Last week, low-rung shoegaze band Whirr made the mistake of trying to raise their profile by picking a fight with G.L.O.S.S. (in the most transmisogynist way possible), and after being thoroughly dunked on by the Internet at large and dropped from their record label, came up with the least believable defense: their friend was running their Twitter account. BrewDog, with that chapter in the long history of transphobia to reflect on (and realizing that they were in the video in question and thus probably couldn’t plausibly deny making it) went with option two: buy off the community and hope everyone forgets, while talking about how punk is about tweaking people’s noses and pushing boundaries, MAN. Like Whirr, BrewDog One is a pretty defensive dude, arguing previously that haters are misguided, and according to this quote, asking:
“How many of the haters are stuck in a job they hate, working for a company that sucks, sitting on their ale-soaked arses with nothing better to do than to become uber self-righteous in a bid to justify their own existence?”
Which I guess is maybe a good question. I hate my job as a clerk but I am blessed to have never sold a single human being anything by BrewDog. For clarification, I once purchased a bottle of their Hardcore Punk IPA for $3.99.* At $3.99 it was overpriced, had a taste that was akin to “rotten varnish,” and I attempted repeatedly to trade it for actual (and terrible) punk brews such as Wild Irish Rose, 4Loko, and Bud Light, as every single one of those things is better than a flagship product from this brewery. I would proudly say I have never made something as repulsive and shitty as the beer that comes out of BrewDog, a company that trades on (mediocre) style because there is no substance. I’m self-righteous because the schtick of Jeff Dunham (now in bottle form!) is not only pandering to the lowest common denominator in beer culture, it is lowering the floor on quality, and on what can be meaningfully be called punk.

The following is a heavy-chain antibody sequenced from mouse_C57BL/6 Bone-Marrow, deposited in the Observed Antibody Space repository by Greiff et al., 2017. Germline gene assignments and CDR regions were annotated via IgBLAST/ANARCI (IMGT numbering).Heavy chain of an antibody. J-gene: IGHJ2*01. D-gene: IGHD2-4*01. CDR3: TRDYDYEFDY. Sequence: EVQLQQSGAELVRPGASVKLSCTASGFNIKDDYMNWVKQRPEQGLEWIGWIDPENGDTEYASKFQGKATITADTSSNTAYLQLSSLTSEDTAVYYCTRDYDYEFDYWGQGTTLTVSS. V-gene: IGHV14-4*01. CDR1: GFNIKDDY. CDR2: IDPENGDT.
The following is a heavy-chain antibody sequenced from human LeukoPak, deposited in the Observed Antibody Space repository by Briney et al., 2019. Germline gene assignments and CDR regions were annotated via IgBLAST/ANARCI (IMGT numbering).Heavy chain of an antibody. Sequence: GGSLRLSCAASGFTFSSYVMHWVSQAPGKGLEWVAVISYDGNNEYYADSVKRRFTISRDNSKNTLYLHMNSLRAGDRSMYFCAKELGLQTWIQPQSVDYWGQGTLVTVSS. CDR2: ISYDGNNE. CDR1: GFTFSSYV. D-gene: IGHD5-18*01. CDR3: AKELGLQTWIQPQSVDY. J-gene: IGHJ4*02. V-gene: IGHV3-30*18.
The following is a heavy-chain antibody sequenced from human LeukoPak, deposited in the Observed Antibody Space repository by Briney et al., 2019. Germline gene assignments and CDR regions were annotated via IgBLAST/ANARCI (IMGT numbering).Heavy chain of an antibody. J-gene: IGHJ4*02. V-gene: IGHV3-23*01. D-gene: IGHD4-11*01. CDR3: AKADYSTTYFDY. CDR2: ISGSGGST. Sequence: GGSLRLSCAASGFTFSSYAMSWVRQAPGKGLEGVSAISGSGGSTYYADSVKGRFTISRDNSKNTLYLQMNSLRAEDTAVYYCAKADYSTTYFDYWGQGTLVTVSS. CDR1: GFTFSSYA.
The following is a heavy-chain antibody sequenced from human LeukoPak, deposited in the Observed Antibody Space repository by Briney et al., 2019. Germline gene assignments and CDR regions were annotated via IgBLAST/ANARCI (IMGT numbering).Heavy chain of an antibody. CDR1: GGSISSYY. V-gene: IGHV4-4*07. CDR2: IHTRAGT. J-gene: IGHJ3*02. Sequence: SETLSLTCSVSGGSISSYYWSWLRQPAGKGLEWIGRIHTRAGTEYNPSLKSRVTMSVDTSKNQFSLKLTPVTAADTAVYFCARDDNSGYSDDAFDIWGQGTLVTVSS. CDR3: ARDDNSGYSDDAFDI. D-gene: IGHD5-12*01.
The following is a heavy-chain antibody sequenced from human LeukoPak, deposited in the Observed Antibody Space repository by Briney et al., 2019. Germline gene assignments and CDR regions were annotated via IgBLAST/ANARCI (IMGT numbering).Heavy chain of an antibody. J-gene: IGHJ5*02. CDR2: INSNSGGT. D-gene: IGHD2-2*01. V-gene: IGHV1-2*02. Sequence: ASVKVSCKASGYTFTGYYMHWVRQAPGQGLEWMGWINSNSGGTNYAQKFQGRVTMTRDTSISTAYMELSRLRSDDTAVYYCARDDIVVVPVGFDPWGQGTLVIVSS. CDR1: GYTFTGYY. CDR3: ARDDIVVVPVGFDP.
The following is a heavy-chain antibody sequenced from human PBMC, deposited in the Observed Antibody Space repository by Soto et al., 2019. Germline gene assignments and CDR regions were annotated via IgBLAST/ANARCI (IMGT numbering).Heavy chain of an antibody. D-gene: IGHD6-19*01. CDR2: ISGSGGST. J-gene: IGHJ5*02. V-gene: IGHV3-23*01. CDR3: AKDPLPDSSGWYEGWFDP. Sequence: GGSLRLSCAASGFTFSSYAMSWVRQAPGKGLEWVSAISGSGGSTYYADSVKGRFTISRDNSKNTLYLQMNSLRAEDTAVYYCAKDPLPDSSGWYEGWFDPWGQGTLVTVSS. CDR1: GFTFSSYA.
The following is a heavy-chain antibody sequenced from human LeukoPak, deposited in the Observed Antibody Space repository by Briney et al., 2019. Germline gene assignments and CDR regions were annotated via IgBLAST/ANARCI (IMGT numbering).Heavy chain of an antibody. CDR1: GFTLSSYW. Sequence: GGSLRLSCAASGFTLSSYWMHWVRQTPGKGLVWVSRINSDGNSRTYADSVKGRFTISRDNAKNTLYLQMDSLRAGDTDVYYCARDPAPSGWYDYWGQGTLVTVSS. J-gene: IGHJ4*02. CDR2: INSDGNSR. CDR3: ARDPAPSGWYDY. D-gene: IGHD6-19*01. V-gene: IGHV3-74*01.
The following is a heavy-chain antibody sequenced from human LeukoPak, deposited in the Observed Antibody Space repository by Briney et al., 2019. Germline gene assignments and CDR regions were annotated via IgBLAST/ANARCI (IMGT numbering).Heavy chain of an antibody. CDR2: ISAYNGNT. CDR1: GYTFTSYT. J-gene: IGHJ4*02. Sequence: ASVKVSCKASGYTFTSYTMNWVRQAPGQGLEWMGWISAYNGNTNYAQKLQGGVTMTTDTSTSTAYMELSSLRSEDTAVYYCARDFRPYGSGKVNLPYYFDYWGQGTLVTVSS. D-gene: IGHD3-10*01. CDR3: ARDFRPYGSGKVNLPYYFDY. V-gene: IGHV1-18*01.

*When I was looking at the discount rack, the dude at the counter described it as “asshole beer for asshole people,” which I thought was appropriate as I was on my way to an all-ages punk show. I deeply regret not listening to this dude and, instead, buying a bottle of Cisco, a vaguely wine-like product which comes in the flavors red, blue and orange, is 18% ABV and doesn’t pretend to be anything other than absolute garbage.
In a case of trying to have their cake and eat it too, BrewDog trades on what has most recently been Stone’s shtick (which predates their usage) to claim that most people just can’t appreciate how great their beer is; yet BrewDog does this while simultaneously pointing to their sales figures to prove that their beer is good. A quick lesson in marketing that they will never read: Pete’s Wicked Ale, a better brewery that gleefully claimed that 9 out of 10 people hated their beer and they were happy about it, started this tendency in 1986 and was purchased by a holding company in 1998, which ran it into the ground trying to popularize something meant to be enjoyed by the small percentage of people (in Pete’s estimation, 10%) that enjoy a Brown American Ale. You cannot do two contradictory things. You cannot brag about tearing up the rules and then gleefully cite that you are sold in grocery stores (unlike those fancy beers for fancy people). You cannot claim, with any shred of truth, to be against the establishment when you are the largest growing brewery in the UK, and simultaneously ask people for 25 million dollars in crowdfunding for gifts that would be laughed out of the room on Kickstarter. Your beer is terrible because it is the microbrew equivalent of Bud Light Platinum—it attempts to serve two masters. You cannot make something that everyone likes and also be an elite taste. Everyone may like Easy Cheese, but no one’s asking their server for their finest aerosol container on a Friday night.
Sadie Switchblade of G.L.O.S.S. made a Twitter account solely to ask Whirr: “r u just sad u missed the boat on punk and play music for people with Macklemore hair who blog about bacon-infused bloodymarys?” And, while writing this article, that quote has been percolating in the base of my brain, because if there’s anyone who deserves beer as punishingly mediocre and from someone as transparently phony as BrewDog, it’s Whirr and their fans. I hope they buy a round of this shit to try to make amends, then keel over and die of natural causes (for complete and total organ failure is the most natural reaction in the world to drinking one of BrewDog’s beers).
Art by Jun Joestar.